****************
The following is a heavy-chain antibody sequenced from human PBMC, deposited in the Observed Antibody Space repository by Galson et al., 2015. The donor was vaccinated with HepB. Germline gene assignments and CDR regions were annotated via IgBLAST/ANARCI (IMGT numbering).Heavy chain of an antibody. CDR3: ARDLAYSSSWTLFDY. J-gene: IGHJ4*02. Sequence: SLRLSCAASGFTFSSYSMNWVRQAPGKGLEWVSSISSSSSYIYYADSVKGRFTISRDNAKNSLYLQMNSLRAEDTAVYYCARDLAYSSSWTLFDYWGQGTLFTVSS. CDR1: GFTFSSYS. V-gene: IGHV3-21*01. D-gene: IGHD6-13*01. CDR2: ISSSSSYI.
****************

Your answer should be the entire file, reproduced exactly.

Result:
The following is a heavy-chain antibody sequenced from human PBMC, deposited in the Observed Antibody Space repository by Galson et al., 2015. The donor was vaccinated with HepB. Germline gene assignments and CDR regions were annotated via IgBLAST/ANARCI (IMGT numbering).Heavy chain of an antibody. CDR3: ARDLAYSSSWTLFDY. J-gene: IGHJ4*02. Sequence: SLRLSCAASGFTFSSYSMNWVRQAPGKGLEWVSSISSSSSYIYYADSVKGRFTISRDNAKNSLYLQMNSLRAEDTAVYYCARDLAYSSSWTLFDYWGQGTLFTVSS. CDR1: GFTFSSYS. V-gene: IGHV3-21*01. D-gene: IGHD6-13*01. CDR2: ISSSSSYI.